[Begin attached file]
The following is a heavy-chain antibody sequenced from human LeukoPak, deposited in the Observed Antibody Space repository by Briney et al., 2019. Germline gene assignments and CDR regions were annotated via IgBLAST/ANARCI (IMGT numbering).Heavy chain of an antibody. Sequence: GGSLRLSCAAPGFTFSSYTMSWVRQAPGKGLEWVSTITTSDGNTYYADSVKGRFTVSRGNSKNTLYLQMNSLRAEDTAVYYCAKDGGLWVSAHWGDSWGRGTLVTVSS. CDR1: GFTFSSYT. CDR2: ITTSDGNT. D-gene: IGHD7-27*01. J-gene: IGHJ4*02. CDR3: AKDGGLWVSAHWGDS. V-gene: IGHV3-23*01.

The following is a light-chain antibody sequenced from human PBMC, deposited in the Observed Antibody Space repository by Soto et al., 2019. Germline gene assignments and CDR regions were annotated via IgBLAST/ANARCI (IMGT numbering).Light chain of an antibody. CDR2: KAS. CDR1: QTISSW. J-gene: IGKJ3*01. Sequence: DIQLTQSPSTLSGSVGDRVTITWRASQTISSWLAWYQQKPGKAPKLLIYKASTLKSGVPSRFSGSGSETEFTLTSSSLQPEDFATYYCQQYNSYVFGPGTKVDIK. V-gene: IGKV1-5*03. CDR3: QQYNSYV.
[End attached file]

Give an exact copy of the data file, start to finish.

The following is a heavy-chain antibody sequenced from human LeukoPak, deposited in the Observed Antibody Space repository by Briney et al., 2019. Germline gene assignments and CDR regions were annotated via IgBLAST/ANARCI (IMGT numbering).Heavy chain of an antibody. Sequence: GGSLRLSCAAPGFTFSSYTMSWVRQAPGKGLEWVSTITTSDGNTYYADSVKGRFTVSRGNSKNTLYLQMNSLRAEDTAVYYCAKDGGLWVSAHWGDSWGRGTLVTVSS. CDR1: GFTFSSYT. CDR2: ITTSDGNT. D-gene: IGHD7-27*01. J-gene: IGHJ4*02. CDR3: AKDGGLWVSAHWGDS. V-gene: IGHV3-23*01.

The following is a light-chain antibody sequenced from human PBMC, deposited in the Observed Antibody Space repository by Soto et al., 2019. Germline gene assignments and CDR regions were annotated via IgBLAST/ANARCI (IMGT numbering).Light chain of an antibody. CDR2: KAS. CDR1: QTISSW. J-gene: IGKJ3*01. Sequence: DIQLTQSPSTLSGSVGDRVTITWRASQTISSWLAWYQQKPGKAPKLLIYKASTLKSGVPSRFSGSGSETEFTLTSSSLQPEDFATYYCQQYNSYVFGPGTKVDIK. V-gene: IGKV1-5*03. CDR3: QQYNSYV.